Power efficiency in the violin
Published: Wednesday, February 11, 2015 - 22:02 in Mathematics & Economics
Some of the most prized violins in the world were crafted in the Italian workshops of Amati, Stradivari, and Guarneri -- master violinmaking families from the 17th and 18th centuries who produced increasingly powerful instruments in the renaissance and baroque musical eras. These violins, worth millions of dollars today, represent the Cremonese period -- what is now considered the golden age of violinmaking. Now acousticians and fluid dynamicists at MIT, along with violinmakers at the North Bennet Street School in Boston, have analyzed measurements from hundreds of Cremonese-era violins, identifying key design features that contribute to these particular violins' acoustic power, or fullness of sound.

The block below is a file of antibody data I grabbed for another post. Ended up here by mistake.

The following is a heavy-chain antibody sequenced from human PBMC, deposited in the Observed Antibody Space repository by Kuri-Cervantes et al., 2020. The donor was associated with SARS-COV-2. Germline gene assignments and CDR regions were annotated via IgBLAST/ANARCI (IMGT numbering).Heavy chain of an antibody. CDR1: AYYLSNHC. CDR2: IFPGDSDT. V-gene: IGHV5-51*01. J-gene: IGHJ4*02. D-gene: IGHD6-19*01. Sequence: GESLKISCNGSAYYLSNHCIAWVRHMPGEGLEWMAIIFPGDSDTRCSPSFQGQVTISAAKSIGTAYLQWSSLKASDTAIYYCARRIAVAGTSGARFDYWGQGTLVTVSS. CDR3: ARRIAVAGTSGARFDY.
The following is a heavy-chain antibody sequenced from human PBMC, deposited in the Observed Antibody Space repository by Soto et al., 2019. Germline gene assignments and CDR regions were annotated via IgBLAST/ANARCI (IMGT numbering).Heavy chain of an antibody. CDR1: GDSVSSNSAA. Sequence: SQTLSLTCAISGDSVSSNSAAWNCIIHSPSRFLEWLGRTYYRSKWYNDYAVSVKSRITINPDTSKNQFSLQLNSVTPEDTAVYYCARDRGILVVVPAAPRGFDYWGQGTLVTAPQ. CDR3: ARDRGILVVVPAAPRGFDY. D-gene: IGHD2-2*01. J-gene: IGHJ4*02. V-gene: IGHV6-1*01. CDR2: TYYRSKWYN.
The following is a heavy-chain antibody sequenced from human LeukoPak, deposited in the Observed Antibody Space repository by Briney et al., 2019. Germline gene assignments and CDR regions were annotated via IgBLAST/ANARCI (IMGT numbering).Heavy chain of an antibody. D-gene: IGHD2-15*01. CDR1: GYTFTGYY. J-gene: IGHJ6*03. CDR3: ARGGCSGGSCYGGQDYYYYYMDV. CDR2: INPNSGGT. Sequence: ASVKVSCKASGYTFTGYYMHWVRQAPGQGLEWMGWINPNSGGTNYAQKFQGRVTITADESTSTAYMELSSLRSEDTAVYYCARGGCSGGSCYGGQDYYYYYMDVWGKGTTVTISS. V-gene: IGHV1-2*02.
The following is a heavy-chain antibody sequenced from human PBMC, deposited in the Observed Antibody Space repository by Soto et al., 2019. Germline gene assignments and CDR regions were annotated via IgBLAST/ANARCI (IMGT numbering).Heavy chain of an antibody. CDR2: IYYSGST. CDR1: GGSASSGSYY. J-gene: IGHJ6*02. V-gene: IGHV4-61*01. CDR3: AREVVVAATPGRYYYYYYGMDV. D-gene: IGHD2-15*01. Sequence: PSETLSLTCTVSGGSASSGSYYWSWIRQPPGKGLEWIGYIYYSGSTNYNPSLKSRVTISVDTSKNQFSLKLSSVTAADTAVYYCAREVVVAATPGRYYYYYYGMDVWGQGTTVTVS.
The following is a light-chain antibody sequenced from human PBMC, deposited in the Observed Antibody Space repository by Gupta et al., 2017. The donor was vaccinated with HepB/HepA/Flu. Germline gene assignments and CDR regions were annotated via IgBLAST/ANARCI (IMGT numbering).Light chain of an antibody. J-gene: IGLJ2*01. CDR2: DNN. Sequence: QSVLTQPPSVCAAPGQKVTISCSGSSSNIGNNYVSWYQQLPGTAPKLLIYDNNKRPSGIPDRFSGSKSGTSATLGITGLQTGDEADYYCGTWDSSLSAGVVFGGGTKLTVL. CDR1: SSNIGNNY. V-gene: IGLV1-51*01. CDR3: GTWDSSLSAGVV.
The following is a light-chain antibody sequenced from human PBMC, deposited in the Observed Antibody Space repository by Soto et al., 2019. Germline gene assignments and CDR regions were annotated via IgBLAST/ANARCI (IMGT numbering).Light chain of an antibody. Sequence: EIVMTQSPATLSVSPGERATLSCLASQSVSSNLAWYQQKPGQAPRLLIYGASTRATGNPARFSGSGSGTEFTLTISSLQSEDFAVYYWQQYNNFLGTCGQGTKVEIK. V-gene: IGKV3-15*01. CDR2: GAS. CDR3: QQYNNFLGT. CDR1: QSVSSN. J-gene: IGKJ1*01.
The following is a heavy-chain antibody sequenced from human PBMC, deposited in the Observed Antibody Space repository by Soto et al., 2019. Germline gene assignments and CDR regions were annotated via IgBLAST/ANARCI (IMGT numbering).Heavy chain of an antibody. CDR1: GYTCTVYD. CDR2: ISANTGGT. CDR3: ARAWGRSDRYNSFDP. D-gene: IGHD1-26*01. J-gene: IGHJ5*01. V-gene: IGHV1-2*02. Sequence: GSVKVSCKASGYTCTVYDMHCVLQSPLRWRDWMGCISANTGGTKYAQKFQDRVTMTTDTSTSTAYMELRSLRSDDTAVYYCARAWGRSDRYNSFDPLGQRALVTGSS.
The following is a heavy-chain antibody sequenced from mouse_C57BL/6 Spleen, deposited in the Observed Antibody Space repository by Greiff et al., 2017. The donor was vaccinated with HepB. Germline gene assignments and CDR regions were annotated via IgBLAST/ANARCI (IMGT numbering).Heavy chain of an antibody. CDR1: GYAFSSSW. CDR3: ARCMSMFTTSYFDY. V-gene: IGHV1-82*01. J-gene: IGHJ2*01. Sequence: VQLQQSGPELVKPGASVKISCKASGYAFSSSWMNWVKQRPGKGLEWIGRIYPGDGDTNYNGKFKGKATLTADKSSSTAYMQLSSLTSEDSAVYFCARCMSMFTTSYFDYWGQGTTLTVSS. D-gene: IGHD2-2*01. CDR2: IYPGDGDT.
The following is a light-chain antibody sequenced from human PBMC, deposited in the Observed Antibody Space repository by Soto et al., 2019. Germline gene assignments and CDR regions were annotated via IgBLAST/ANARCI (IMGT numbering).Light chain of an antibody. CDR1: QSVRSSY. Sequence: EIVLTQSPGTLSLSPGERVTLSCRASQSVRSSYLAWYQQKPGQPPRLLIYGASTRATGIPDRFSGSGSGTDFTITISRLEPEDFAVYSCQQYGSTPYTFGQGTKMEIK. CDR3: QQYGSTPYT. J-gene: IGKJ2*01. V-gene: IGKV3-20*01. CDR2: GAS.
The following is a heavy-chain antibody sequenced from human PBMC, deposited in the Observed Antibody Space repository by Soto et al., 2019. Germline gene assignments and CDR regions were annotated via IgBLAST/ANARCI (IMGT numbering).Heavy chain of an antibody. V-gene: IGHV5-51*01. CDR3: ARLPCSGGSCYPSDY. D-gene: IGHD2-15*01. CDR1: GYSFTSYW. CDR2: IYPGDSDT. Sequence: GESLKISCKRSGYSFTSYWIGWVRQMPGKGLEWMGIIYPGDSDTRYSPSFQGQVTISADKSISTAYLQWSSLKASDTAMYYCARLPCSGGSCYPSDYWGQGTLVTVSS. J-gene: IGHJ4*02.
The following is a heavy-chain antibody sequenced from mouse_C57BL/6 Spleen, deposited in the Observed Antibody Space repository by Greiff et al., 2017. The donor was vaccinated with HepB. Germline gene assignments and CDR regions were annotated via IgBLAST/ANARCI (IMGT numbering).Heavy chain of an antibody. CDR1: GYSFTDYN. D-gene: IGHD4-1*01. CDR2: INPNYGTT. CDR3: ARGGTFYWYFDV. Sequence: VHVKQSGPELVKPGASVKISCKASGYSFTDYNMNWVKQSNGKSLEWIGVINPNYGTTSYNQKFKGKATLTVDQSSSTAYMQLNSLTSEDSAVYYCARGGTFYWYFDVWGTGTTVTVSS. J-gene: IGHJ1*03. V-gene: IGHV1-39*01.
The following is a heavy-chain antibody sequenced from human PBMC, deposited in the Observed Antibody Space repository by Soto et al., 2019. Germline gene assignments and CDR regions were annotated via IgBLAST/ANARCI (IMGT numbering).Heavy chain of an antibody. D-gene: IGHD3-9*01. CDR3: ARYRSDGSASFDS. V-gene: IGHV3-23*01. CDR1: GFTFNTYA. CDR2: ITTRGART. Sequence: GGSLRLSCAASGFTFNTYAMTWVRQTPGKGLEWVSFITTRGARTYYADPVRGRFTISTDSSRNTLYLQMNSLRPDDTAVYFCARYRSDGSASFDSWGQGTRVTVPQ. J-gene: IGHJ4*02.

The team acquired technical drawings of Cremonese-era violins from museums, collector databases, and books, as well as X-ray and CAT scans of the instruments. They compared the dimensions of various features from one instrument to another, as well as measurements of acoustic resonances across instruments.
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